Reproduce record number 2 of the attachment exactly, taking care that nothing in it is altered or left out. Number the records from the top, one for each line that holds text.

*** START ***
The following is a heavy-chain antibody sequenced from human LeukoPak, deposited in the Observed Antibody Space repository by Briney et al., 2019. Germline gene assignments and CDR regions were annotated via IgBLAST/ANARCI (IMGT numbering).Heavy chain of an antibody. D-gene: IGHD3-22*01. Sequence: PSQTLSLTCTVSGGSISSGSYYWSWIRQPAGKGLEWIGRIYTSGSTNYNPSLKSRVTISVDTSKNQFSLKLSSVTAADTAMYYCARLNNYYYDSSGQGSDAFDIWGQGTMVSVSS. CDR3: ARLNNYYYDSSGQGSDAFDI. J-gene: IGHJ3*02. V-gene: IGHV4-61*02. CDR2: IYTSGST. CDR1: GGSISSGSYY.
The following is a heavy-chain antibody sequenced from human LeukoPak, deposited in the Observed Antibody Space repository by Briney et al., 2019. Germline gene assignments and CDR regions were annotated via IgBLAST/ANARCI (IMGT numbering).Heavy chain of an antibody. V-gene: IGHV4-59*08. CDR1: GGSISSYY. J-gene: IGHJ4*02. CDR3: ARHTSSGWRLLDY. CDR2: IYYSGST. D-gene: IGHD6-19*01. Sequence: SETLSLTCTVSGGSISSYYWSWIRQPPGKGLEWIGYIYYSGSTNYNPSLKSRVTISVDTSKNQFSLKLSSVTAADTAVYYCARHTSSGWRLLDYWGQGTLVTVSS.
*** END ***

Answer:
The following is a heavy-chain antibody sequenced from human LeukoPak, deposited in the Observed Antibody Space repository by Briney et al., 2019. Germline gene assignments and CDR regions were annotated via IgBLAST/ANARCI (IMGT numbering).Heavy chain of an antibody. V-gene: IGHV4-59*08. CDR1: GGSISSYY. J-gene: IGHJ4*02. CDR3: ARHTSSGWRLLDY. CDR2: IYYSGST. D-gene: IGHD6-19*01. Sequence: SETLSLTCTVSGGSISSYYWSWIRQPPGKGLEWIGYIYYSGSTNYNPSLKSRVTISVDTSKNQFSLKLSSVTAADTAVYYCARHTSSGWRLLDYWGQGTLVTVSS.